Obama's Top Aide Takes Blame for U.S. Absence in Paris March

White House Chief of Staff Denis McDonough
White House Chief of Staff Denis McDonough / Reuters
January 20, 2015

By Susan Heavey

WASHINGTON (Reuters) - President Barack Obama's chief of staff on Tuesday took responsibility for not sending a top U.S. official to a Paris unity march after deadly Islamic militant attacks in the French capital earlier this month.

Denis McDonough said in a television interview that it was his decision not to send the president or a high-level American representative to the Jan. 11 march, where the U.S. absence drew criticism.

"We regret we didn't send someone more senior than our ambassador, that rests on me. That's my job," he said, speaking on NBC's "Today" program.

At the march, 44 foreign dignitaries joined French President Francois Hollande in leading more than a million people through Paris in a show of solidarity after Islamist militants killed 17 people in three days of attacks in the city.

The United States was represented by its ambassador to France, Jane Hartley.

Spokesman Josh Earnest has admitted the White House made a mistake and said that Obama would have liked to attend. But McDonough's admission on Tuesday is the first time someone in the administration has taken the blame for the incident.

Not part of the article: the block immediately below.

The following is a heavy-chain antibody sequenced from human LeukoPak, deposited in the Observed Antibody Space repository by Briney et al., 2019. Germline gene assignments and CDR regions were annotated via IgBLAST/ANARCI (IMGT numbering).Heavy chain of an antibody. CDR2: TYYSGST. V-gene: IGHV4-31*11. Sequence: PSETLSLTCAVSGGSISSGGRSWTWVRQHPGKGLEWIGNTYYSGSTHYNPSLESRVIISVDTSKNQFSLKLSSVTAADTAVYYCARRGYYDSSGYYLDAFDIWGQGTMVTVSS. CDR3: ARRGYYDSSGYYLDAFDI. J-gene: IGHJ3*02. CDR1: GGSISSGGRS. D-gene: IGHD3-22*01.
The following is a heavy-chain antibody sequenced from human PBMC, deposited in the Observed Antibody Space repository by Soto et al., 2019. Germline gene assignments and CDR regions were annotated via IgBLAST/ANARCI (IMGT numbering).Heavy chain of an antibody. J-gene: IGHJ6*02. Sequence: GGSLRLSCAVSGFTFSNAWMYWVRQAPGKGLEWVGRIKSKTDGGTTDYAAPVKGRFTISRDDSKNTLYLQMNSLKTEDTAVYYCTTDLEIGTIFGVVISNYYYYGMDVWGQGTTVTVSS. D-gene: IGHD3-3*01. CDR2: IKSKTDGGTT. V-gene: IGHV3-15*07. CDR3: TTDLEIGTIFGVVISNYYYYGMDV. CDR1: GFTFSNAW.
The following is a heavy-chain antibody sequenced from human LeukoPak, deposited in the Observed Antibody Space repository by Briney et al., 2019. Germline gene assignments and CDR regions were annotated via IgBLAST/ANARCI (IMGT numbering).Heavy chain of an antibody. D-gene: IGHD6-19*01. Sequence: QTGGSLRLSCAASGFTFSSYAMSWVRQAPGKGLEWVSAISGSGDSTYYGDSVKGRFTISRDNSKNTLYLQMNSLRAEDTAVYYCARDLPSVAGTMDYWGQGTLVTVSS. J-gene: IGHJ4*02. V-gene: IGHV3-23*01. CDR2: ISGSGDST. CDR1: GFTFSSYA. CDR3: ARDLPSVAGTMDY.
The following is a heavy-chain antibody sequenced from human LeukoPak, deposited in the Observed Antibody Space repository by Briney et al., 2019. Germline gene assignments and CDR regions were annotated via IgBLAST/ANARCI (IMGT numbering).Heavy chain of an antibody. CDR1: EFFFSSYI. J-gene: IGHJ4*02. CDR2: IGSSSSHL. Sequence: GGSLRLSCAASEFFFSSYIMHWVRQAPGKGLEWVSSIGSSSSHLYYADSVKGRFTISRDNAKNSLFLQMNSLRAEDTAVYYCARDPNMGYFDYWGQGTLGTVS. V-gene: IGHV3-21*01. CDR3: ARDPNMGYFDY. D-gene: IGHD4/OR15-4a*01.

Critics, including Republican lawmakers and U.S. media outlets, have blasted the lack of a top American official at the unity march that featured leaders from Britain, Germany and Israel walking arm-in-arm.

U.S. administration officials have said security requirements were a major reason behind not sending Obama or Vice President Joe Biden to Paris, adding that their security needs can be distracting from such events.

McDonough said he especially regretted the decision because the attention it drew "covered up and obfuscated the very good progress that our intelligence agencies, our law enforcement agencies" have made in confronting security threats as well as U.S. cooperation with the French and other European allies.

"That's what we ought to be focused on, but unfortunately the decisions I made obfuscated that effort. We're going to continue make sure we're focused on that and working with our friends to make sure something like that doesn't happen again," he told NBC.

Criticism about the decision has not come from official channels in France, where authorities have welcomed the support of U.S. officials. On Friday U.S. Secretary of State John Kerry, who speaks fluent French, visited Paris to offer condolences.

(Editing by Jeffrey Benkoe)